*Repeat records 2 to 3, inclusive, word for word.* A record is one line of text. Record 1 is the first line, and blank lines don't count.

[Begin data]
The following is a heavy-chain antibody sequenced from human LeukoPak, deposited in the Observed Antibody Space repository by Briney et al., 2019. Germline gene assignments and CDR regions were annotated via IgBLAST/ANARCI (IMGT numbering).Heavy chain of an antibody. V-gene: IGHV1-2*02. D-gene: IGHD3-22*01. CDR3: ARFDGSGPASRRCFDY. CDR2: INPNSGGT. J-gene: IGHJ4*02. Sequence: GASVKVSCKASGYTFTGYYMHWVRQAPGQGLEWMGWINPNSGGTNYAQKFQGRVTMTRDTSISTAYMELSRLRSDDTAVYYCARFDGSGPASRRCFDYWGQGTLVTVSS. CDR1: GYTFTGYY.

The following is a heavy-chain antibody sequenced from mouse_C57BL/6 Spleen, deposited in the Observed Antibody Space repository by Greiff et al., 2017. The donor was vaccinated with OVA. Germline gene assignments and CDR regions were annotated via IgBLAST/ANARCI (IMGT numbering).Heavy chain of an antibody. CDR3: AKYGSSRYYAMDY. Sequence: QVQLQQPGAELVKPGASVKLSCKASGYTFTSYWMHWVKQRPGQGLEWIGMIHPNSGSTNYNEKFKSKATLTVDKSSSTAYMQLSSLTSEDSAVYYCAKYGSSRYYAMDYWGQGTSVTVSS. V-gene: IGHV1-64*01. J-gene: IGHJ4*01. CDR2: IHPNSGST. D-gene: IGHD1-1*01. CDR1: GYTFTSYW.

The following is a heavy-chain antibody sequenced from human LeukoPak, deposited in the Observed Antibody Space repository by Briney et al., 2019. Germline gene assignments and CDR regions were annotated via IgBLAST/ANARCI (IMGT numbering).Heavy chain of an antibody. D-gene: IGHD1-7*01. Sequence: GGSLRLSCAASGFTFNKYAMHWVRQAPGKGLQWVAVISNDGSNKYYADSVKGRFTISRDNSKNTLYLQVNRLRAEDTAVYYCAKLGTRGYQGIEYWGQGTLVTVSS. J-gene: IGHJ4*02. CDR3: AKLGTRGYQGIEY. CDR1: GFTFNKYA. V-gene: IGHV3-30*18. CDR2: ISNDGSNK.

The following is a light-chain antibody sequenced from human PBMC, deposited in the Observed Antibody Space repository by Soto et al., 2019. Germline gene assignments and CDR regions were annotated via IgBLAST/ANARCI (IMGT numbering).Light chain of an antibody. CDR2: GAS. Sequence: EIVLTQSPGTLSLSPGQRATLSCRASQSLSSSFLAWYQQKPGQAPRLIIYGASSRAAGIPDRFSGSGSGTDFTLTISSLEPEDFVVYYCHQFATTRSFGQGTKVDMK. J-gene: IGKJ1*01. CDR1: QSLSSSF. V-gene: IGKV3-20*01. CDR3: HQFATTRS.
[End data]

The following is a heavy-chain antibody sequenced from mouse_C57BL/6 Spleen, deposited in the Observed Antibody Space repository by Greiff et al., 2017. The donor was vaccinated with OVA. Germline gene assignments and CDR regions were annotated via IgBLAST/ANARCI (IMGT numbering).Heavy chain of an antibody. CDR3: AKYGSSRYYAMDY. Sequence: QVQLQQPGAELVKPGASVKLSCKASGYTFTSYWMHWVKQRPGQGLEWIGMIHPNSGSTNYNEKFKSKATLTVDKSSSTAYMQLSSLTSEDSAVYYCAKYGSSRYYAMDYWGQGTSVTVSS. V-gene: IGHV1-64*01. J-gene: IGHJ4*01. CDR2: IHPNSGST. D-gene: IGHD1-1*01. CDR1: GYTFTSYW.

The following is a heavy-chain antibody sequenced from human LeukoPak, deposited in the Observed Antibody Space repository by Briney et al., 2019. Germline gene assignments and CDR regions were annotated via IgBLAST/ANARCI (IMGT numbering).Heavy chain of an antibody. D-gene: IGHD1-7*01. Sequence: GGSLRLSCAASGFTFNKYAMHWVRQAPGKGLQWVAVISNDGSNKYYADSVKGRFTISRDNSKNTLYLQVNRLRAEDTAVYYCAKLGTRGYQGIEYWGQGTLVTVSS. J-gene: IGHJ4*02. CDR3: AKLGTRGYQGIEY. CDR1: GFTFNKYA. V-gene: IGHV3-30*18. CDR2: ISNDGSNK.